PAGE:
And if you’re going to make overdraft protection mandatory, why not give people one penalty-free opportunity to see how the system works?
Option: You could offer three lifetime overdraft fee passes instead of a single, one-time coupon good for one year.
#3 – Restructure & Reprice
There are options to the standard, flat $35 fee. Bank of America has started charging only $10 if you overdraft by less than $5 (hey, it’s a start). Chase has tiered overdraft fees, with the first one starting at $25 and rising to $35 for the fifth.
Some financial institutions have started capping the number of overdraft transactions that someone can make in a single day. BofA draws the line at ten, but most customers would probably prefer to cap overdrafts at three — no more than five. $300 (or more) in overdraft fees isn’t likely to be appreciated by most customers.
UPDATE: Right as this article was published, a New York Times piece broke a story, “Chase and Bank of America Revise Fee Policies.” From the article:
“Bank of America said it would allow current customers to turn off the ability to spend when their account hits zero, starting Oct. 19. Next June, the bank plans to limit the number of times each year that current customers can overdraw their accounts when using a debit card at a store. It will let new customers choose whether they want overdraft protection when they are opening their account.
“Chase plans to eliminate by the first quarter of next year a common industry practice that enraged many consumers. Instead of lumping a day’s worth of debit card and A.T.M. transactions together and then processing the highest amounts first — a practice that has caused large numbers of consumers to overdraw more quickly and pay more fees — it will credit the transactions chronologically. Chase also plans to allow customers to opt out of overdraft coverage.”
And why not consider going back to the days when overdraft protection was tied to a savings account, credit card or other line of credit? For this kind of service, do you need to charge $35 per transaction? Or can you charge something a little easier for consumers to swallow?
#4 – Balance Alerts
People are less likely to spend more than they have… provided they know how much they have in the first place.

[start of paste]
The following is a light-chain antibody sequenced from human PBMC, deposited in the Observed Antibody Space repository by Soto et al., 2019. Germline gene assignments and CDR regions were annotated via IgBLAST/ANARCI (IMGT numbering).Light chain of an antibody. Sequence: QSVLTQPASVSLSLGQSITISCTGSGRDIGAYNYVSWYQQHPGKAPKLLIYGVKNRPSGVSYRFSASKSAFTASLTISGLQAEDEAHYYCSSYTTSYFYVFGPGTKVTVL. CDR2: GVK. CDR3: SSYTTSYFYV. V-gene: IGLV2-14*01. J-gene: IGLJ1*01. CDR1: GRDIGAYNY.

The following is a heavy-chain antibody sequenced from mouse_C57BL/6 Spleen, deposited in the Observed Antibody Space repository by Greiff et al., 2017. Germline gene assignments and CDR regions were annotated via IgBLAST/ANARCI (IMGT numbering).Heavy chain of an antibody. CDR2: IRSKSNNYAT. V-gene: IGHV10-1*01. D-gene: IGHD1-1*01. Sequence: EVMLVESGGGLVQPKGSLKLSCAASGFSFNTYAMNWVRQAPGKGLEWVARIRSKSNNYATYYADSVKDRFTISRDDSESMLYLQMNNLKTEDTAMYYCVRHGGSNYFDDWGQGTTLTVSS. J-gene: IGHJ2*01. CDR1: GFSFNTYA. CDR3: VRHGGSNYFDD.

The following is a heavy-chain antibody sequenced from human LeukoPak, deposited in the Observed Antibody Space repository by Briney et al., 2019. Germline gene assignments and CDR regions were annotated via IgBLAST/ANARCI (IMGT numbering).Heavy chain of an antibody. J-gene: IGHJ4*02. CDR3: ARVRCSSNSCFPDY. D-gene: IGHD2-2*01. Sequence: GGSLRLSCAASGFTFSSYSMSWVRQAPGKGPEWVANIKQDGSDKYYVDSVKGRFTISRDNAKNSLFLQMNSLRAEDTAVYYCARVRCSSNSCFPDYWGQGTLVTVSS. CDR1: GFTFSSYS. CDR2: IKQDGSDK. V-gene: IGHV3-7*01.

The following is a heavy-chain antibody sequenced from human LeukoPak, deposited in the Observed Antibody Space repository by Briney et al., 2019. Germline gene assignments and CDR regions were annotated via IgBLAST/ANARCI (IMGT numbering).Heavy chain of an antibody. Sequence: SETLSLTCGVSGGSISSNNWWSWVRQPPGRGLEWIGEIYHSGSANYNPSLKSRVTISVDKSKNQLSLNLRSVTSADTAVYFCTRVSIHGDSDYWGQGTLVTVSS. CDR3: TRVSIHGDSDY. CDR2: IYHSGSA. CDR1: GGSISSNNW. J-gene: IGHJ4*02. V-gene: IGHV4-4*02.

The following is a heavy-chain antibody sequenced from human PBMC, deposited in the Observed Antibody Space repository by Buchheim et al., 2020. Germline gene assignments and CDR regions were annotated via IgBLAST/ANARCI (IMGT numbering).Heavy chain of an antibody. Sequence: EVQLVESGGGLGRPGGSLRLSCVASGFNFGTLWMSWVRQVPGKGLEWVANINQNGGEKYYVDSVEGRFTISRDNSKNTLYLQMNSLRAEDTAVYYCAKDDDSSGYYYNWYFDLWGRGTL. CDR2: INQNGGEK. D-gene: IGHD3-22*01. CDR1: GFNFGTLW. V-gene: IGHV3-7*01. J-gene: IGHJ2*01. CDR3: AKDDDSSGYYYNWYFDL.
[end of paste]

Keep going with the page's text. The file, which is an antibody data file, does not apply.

You don’t need to include any sensitive information in balance alerts. Just send a message that says, “This is an automatic alert that you requested to receive whenever your account drops below the amount you specified.” If the person wants to know when they’re below $20, $200 or $2,000, it’s up to them. If your balance alerts include a blurb about being able to “check your balance online,” you should be able to improve online banking adoption rates.
Balance alerts can be delivered with a text message to people’s mobile phones, but they can also be sent by email. Even the good old telephone with a pre-recorded message that simply says (paraphrasing), “FYI, you’re overdrawn.”
At the very least, a financial institution offering “courtesy pay” should attempt some form of courtesy contact by the end of the day.
#5 – Accept/Reject Overdraft Purchases
Why not implement an accept/decline option right at the point-of-sale? “Continuing with this transaction will result in a $XX overdraft fee. Accept/Decline?” The moderate technological challenges with such a solution seem surmountable.
Then it wouldn’t really matter what you charge, nor if people have opted into your overdraft program. The consumer would have the choice. If they think paying $34 in fees for a $4 cup of coffee is worth avoiding shame and embarrassment, they’ll pay it. They may even thank you for it.
Even if you don’t like this idea, just keep in mind that Congress does, along with 85% of America. The other 15% probably doesn’t incur overdraft fees.